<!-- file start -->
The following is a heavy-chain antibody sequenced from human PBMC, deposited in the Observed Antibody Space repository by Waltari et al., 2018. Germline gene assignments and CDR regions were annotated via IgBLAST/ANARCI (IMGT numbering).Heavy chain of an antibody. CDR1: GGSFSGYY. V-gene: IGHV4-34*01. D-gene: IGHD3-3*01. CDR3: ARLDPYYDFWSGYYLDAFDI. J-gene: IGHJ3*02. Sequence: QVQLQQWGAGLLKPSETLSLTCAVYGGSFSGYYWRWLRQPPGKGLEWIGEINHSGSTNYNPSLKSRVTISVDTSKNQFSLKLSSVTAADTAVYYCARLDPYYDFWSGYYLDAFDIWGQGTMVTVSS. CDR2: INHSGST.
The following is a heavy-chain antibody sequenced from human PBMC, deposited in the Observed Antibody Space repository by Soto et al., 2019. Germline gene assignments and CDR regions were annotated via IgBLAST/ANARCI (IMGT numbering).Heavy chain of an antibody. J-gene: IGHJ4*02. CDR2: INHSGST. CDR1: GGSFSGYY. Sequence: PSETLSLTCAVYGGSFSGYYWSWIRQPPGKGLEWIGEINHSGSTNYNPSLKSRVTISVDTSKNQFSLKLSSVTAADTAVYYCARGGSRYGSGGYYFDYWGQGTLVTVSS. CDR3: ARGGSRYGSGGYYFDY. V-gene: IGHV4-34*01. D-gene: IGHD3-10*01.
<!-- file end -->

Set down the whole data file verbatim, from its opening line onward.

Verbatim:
The following is a heavy-chain antibody sequenced from human PBMC, deposited in the Observed Antibody Space repository by Waltari et al., 2018. Germline gene assignments and CDR regions were annotated via IgBLAST/ANARCI (IMGT numbering).Heavy chain of an antibody. CDR1: GGSFSGYY. V-gene: IGHV4-34*01. D-gene: IGHD3-3*01. CDR3: ARLDPYYDFWSGYYLDAFDI. J-gene: IGHJ3*02. Sequence: QVQLQQWGAGLLKPSETLSLTCAVYGGSFSGYYWRWLRQPPGKGLEWIGEINHSGSTNYNPSLKSRVTISVDTSKNQFSLKLSSVTAADTAVYYCARLDPYYDFWSGYYLDAFDIWGQGTMVTVSS. CDR2: INHSGST.
The following is a heavy-chain antibody sequenced from human PBMC, deposited in the Observed Antibody Space repository by Soto et al., 2019. Germline gene assignments and CDR regions were annotated via IgBLAST/ANARCI (IMGT numbering).Heavy chain of an antibody. J-gene: IGHJ4*02. CDR2: INHSGST. CDR1: GGSFSGYY. Sequence: PSETLSLTCAVYGGSFSGYYWSWIRQPPGKGLEWIGEINHSGSTNYNPSLKSRVTISVDTSKNQFSLKLSSVTAADTAVYYCARGGSRYGSGGYYFDYWGQGTLVTVSS. CDR3: ARGGSRYGSGGYYFDY. V-gene: IGHV4-34*01. D-gene: IGHD3-10*01.